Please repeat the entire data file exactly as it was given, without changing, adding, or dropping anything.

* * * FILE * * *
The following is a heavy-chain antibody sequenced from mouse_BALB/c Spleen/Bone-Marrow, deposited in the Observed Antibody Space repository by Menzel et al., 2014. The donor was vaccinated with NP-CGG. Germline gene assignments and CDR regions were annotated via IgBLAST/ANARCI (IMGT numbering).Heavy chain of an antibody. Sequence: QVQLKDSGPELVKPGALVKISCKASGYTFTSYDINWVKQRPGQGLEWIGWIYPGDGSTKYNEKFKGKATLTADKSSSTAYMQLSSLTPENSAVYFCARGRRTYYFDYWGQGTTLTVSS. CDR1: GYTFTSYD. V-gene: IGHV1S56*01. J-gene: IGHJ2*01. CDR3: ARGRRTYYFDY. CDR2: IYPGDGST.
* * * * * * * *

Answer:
The following is a heavy-chain antibody sequenced from mouse_BALB/c Spleen/Bone-Marrow, deposited in the Observed Antibody Space repository by Menzel et al., 2014. The donor was vaccinated with NP-CGG. Germline gene assignments and CDR regions were annotated via IgBLAST/ANARCI (IMGT numbering).Heavy chain of an antibody. Sequence: QVQLKDSGPELVKPGALVKISCKASGYTFTSYDINWVKQRPGQGLEWIGWIYPGDGSTKYNEKFKGKATLTADKSSSTAYMQLSSLTPENSAVYFCARGRRTYYFDYWGQGTTLTVSS. CDR1: GYTFTSYD. V-gene: IGHV1S56*01. J-gene: IGHJ2*01. CDR3: ARGRRTYYFDY. CDR2: IYPGDGST.